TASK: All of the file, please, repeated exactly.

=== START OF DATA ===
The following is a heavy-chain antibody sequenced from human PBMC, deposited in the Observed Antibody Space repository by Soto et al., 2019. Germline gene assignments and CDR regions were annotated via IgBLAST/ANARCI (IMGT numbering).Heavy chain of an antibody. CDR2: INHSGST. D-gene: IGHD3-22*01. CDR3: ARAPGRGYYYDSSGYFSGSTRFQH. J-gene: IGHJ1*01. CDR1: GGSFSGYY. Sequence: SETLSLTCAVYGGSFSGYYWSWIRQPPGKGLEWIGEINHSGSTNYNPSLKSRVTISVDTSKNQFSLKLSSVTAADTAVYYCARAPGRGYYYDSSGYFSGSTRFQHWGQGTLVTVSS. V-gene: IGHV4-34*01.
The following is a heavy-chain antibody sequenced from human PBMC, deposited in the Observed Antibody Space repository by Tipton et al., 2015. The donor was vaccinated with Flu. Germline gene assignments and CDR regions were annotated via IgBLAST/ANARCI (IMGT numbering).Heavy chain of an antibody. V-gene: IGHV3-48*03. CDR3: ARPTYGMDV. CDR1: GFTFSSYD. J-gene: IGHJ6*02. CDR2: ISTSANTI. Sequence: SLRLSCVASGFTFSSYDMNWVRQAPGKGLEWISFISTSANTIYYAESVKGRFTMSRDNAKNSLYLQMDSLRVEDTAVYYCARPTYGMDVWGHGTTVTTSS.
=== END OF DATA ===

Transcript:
The following is a heavy-chain antibody sequenced from human PBMC, deposited in the Observed Antibody Space repository by Soto et al., 2019. Germline gene assignments and CDR regions were annotated via IgBLAST/ANARCI (IMGT numbering).Heavy chain of an antibody. CDR2: INHSGST. D-gene: IGHD3-22*01. CDR3: ARAPGRGYYYDSSGYFSGSTRFQH. J-gene: IGHJ1*01. CDR1: GGSFSGYY. Sequence: SETLSLTCAVYGGSFSGYYWSWIRQPPGKGLEWIGEINHSGSTNYNPSLKSRVTISVDTSKNQFSLKLSSVTAADTAVYYCARAPGRGYYYDSSGYFSGSTRFQHWGQGTLVTVSS. V-gene: IGHV4-34*01.
The following is a heavy-chain antibody sequenced from human PBMC, deposited in the Observed Antibody Space repository by Tipton et al., 2015. The donor was vaccinated with Flu. Germline gene assignments and CDR regions were annotated via IgBLAST/ANARCI (IMGT numbering).Heavy chain of an antibody. V-gene: IGHV3-48*03. CDR3: ARPTYGMDV. CDR1: GFTFSSYD. J-gene: IGHJ6*02. CDR2: ISTSANTI. Sequence: SLRLSCVASGFTFSSYDMNWVRQAPGKGLEWISFISTSANTIYYAESVKGRFTMSRDNAKNSLYLQMDSLRVEDTAVYYCARPTYGMDVWGHGTTVTTSS.